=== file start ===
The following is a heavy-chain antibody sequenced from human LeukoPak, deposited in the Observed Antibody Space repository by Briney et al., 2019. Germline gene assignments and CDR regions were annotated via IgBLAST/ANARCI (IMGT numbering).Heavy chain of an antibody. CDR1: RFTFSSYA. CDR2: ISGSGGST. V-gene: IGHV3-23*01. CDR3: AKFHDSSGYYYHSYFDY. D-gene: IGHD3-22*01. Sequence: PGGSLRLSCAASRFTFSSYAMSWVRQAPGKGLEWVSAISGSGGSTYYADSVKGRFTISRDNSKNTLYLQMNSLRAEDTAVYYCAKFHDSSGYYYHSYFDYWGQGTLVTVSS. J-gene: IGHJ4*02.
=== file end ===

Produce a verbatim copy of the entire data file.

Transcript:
The following is a heavy-chain antibody sequenced from human LeukoPak, deposited in the Observed Antibody Space repository by Briney et al., 2019. Germline gene assignments and CDR regions were annotated via IgBLAST/ANARCI (IMGT numbering).Heavy chain of an antibody. CDR1: RFTFSSYA. CDR2: ISGSGGST. V-gene: IGHV3-23*01. CDR3: AKFHDSSGYYYHSYFDY. D-gene: IGHD3-22*01. Sequence: PGGSLRLSCAASRFTFSSYAMSWVRQAPGKGLEWVSAISGSGGSTYYADSVKGRFTISRDNSKNTLYLQMNSLRAEDTAVYYCAKFHDSSGYYYHSYFDYWGQGTLVTVSS. J-gene: IGHJ4*02.